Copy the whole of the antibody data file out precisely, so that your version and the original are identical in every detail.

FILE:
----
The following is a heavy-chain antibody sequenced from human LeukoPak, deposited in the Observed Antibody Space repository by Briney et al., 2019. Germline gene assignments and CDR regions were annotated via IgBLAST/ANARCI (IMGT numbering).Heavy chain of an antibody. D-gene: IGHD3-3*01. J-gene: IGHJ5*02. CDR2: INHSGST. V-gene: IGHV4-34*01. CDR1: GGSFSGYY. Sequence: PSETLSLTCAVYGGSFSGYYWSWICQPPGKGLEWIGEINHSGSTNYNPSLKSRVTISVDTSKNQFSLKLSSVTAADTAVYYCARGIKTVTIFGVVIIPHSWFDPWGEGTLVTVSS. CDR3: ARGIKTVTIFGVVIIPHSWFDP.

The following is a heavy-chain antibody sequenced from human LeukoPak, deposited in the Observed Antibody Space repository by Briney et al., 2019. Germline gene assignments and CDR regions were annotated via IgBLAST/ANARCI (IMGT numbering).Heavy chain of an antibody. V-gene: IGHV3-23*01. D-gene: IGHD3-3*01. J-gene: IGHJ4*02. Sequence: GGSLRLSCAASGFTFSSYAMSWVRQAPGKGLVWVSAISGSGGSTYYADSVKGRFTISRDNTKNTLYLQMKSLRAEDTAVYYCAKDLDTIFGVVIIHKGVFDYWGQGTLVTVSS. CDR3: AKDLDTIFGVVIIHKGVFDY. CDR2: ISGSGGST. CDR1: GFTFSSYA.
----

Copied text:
The following is a heavy-chain antibody sequenced from human LeukoPak, deposited in the Observed Antibody Space repository by Briney et al., 2019. Germline gene assignments and CDR regions were annotated via IgBLAST/ANARCI (IMGT numbering).Heavy chain of an antibody. D-gene: IGHD3-3*01. J-gene: IGHJ5*02. CDR2: INHSGST. V-gene: IGHV4-34*01. CDR1: GGSFSGYY. Sequence: PSETLSLTCAVYGGSFSGYYWSWICQPPGKGLEWIGEINHSGSTNYNPSLKSRVTISVDTSKNQFSLKLSSVTAADTAVYYCARGIKTVTIFGVVIIPHSWFDPWGEGTLVTVSS. CDR3: ARGIKTVTIFGVVIIPHSWFDP.

The following is a heavy-chain antibody sequenced from human LeukoPak, deposited in the Observed Antibody Space repository by Briney et al., 2019. Germline gene assignments and CDR regions were annotated via IgBLAST/ANARCI (IMGT numbering).Heavy chain of an antibody. V-gene: IGHV3-23*01. D-gene: IGHD3-3*01. J-gene: IGHJ4*02. Sequence: GGSLRLSCAASGFTFSSYAMSWVRQAPGKGLVWVSAISGSGGSTYYADSVKGRFTISRDNTKNTLYLQMKSLRAEDTAVYYCAKDLDTIFGVVIIHKGVFDYWGQGTLVTVSS. CDR3: AKDLDTIFGVVIIHKGVFDY. CDR2: ISGSGGST. CDR1: GFTFSSYA.